Antiepileptogenic Agents: How Close Are We?

Temkin, N.R.; Jarell, A.D.; Anderson, G.D.
June 2001
Drugs;Jun2001, Vol. 61 Issue 8, p1045
Academic Journal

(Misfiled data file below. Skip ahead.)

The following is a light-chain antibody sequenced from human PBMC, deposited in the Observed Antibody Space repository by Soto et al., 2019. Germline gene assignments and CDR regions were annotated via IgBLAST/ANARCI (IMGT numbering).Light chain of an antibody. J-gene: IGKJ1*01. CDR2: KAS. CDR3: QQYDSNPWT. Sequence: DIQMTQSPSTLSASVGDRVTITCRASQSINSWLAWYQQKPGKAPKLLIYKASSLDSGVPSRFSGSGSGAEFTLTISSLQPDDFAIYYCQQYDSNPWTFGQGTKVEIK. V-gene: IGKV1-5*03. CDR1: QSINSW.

Epilepsy is a common neurological condition, affecting about 4% of individuals over their lifetime. Epilepsy can be idiopathic, secondary to an underlying genetic abnormality or unknown causes, or acquired. Known potential causes account for about one third of epilepsy. Control of epilepsy has primarily focused on suppressing seizure activity after epilepsy has developed. An intriguing possibility is to control acquired epilepsy by preventing epileptogenesis, the process by which the brain becomes epileptic. Many laboratory models simulate human epilepsy as well as provide a system for studying epileptogenesis. The kindling model involves repeated application of subconvulsive electrical stimulation to the brain, leading to spontaneous seizures. Other models include the cortical or systemic injection of various chemicals. These models suggest that many antiepileptic drugs, from phenobarbital and valproate (valproic acid) to levetiracetam and tiagabine, have antiepileptogenic potential. Some promising other possibilities include N-methyl-D-aspartate (NMDA) or alpha-amino-3-hydroxy-5-methylisoxazole-4-propionic acid (AMPA) antagonists as well as the neurotrophins and their receptors. Phenobarbital, phenytoin, valproate, carbamazepine and, to a very limited extent, diazepam have been evaluated in clinical trials to test whether they actually prevent epileptogenesis in humans. Results have been very disappointing. Meta-analyses of 12 different drug-condition combinations show none with significantly lower unprovoked seizure rates among those receiving the active drug. In 4 of the 12, the observed rate was actually slightly higher among treated individuals. None of the newer drugs have been evaluated in antiepileptogenesis trials. Until some drugs demonstrate a clear antiepileptogenic effect in clinical trials, the best course to reduce the incidence of epilepsy is primary prevention of the risk-increasing events — for example, wearing helmets, using seat belts, or decreasing the risk of stroke by reducing smoking.


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